Tomorrow is World Gin Day and what better way to celebrate this wonderful celebration of the Juniper spirit than with a nice Shiraz – a Shiraz Gin that is.
Combining two of Australia’s favourite tipples, Gin & Wine, the Shiraz Gin might remind you of Sloe Gin in it’s colour, but that is where the similarity ends. Generally, the spice from the grapes, combined with the citrus from the Gin create a wonderful winter sipper that can be enjoyed either as an Aperitif or in a variety of cocktails.
This year, three very different Australian distilleries have created three very distinctive interpretations of Shiraz Gin to mark World Gin Day. Differing in execution and taste, these three
From Victoria’s Yarra Valley across the boarder to South Australia’s McLaren Vale and then up north to the Barossa, distillers are combining Gin & Wine in exciting ways that can only be described as magical.
Shiraz is Australia’s best known and most widely planted grape variety and can be grown in virtually every wine region in Australia. The Shiraz grape has been grown in Australia since the late 1700s and creates a medium to full-bodied wine with varying flavour profiles. This profile and its structure depends on the region it is grown in, the climate of that region and the winemaking techniques used.
When that wine or it’s barrels are used by distillers, they create an uniquely and unmistakably distinct Gin. Below we have outlined each of the Gins so you can better understand the differences and get a better idea of which one should be in your glass and shaker tomorrow
Four Pillars Bloody Shiraz (2018 release)
Really, when it comes to Shiraz Gin, Four Pillars started it all. Back in 2016, their Master Distiller, Cameron Mackenzie steeped 250kg of Yarra Valley Shiraz grapes that landed on their doorstep. Since then, their Bloody Shiraz Gin has taken on an almost cult following, that has grown in demand each year. This year, to keep up, they are releasing 75,000 bottles.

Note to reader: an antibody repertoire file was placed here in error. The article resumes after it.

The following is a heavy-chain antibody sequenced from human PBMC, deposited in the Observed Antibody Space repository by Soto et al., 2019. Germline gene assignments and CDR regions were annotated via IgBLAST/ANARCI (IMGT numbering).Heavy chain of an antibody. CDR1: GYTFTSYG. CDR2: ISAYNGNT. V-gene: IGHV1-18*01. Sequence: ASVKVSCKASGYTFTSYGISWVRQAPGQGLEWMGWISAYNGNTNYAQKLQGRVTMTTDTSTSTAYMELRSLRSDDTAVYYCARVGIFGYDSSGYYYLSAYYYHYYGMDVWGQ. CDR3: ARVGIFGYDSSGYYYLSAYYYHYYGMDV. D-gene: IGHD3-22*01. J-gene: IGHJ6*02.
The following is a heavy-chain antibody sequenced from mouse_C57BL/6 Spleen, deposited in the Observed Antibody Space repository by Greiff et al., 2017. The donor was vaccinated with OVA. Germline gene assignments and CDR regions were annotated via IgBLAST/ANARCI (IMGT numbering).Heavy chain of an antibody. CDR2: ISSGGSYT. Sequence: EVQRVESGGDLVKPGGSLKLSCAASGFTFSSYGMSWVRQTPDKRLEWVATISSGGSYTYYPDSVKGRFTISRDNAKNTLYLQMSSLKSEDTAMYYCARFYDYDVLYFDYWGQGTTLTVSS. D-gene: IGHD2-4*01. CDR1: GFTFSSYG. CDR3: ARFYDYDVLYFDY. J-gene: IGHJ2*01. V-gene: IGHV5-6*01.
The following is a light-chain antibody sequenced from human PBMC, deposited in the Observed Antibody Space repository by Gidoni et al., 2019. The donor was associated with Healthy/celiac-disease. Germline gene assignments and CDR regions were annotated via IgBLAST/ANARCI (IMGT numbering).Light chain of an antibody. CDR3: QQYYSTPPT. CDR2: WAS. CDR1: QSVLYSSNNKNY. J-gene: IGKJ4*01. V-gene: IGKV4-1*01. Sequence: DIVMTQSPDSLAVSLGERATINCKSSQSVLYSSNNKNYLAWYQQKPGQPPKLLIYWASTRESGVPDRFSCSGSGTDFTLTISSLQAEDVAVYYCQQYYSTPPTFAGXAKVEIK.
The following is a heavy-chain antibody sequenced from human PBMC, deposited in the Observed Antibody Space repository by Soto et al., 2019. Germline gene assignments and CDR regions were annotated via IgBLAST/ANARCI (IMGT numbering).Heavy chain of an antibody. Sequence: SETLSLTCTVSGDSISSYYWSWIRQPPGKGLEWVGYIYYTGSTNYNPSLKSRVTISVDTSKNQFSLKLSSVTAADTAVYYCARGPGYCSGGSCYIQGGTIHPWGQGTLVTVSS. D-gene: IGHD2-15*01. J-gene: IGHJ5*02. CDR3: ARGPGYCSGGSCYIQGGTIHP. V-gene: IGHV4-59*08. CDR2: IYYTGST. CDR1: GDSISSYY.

That might sound like a lot but as their Shiraz Gin consistently sells out, they have hunted down a little over 10 tons of their favourite Yarra Valley Shiraz grapes. Keeping the berries whole, they steep the gapes in high proof Gin for eight weeks before pressing the fruit and adding more Gin.
But being a product of vintage, each year s Gin is never the same. This year, they have also varied the harvest, combined early-picked Shiraz grapes (more of a Raspberry flavour), with some late-picked grapes (more plum and dark cherry).
Settlers Shiraz Gin
Settlers Spirits make all of their Gins from grape spirits rather than grain. For their Shiraz Gin, they use the award-winning Shiraz grapes grown on our property, turn them in to wine in their own winery and then distill the wine in their own distillery, which is also on the property.
They use whole Shiraz grapes to make them into wine and extract the colour, flavour and tannins from the skins by pumping the ferment over twice a day for 7 days. The liquid was then triple distilled to provide the alcohol base for Settlers Shiraz Gin.
The botanicals used are then vapour distilled separately in a copper pot still for a Gin with a vibrant purple hue and aromas of Juniper intermingled with red berries and an echo of spice.
Prohibition Shiraz Aged Gin
Sitting somewhere between a Shiraz Gin and a Barrel-Aged Gin, Prohibition’s Shiraz Aged Gin has been been in the works (or should we say the barrels) from the time the distillery opened. What has been created in is flavoursome yet complex Gin that’s distinctly different from everything else out there. It’s not the same as your normal Shiraz Gin, as there’s no fruit contact, but it’s not your average barrel aged Gin either.
Prohibition have aged a 60% expression of their original Gin in custom coopered barrels which formerly held American Bourbon, then most recently Barossa Valley Shiraz. The resulting spirit has a rich blush colour and gentle Shiraz notes that blend wonderfully with the Vanilla and floral flavours of their original Gin.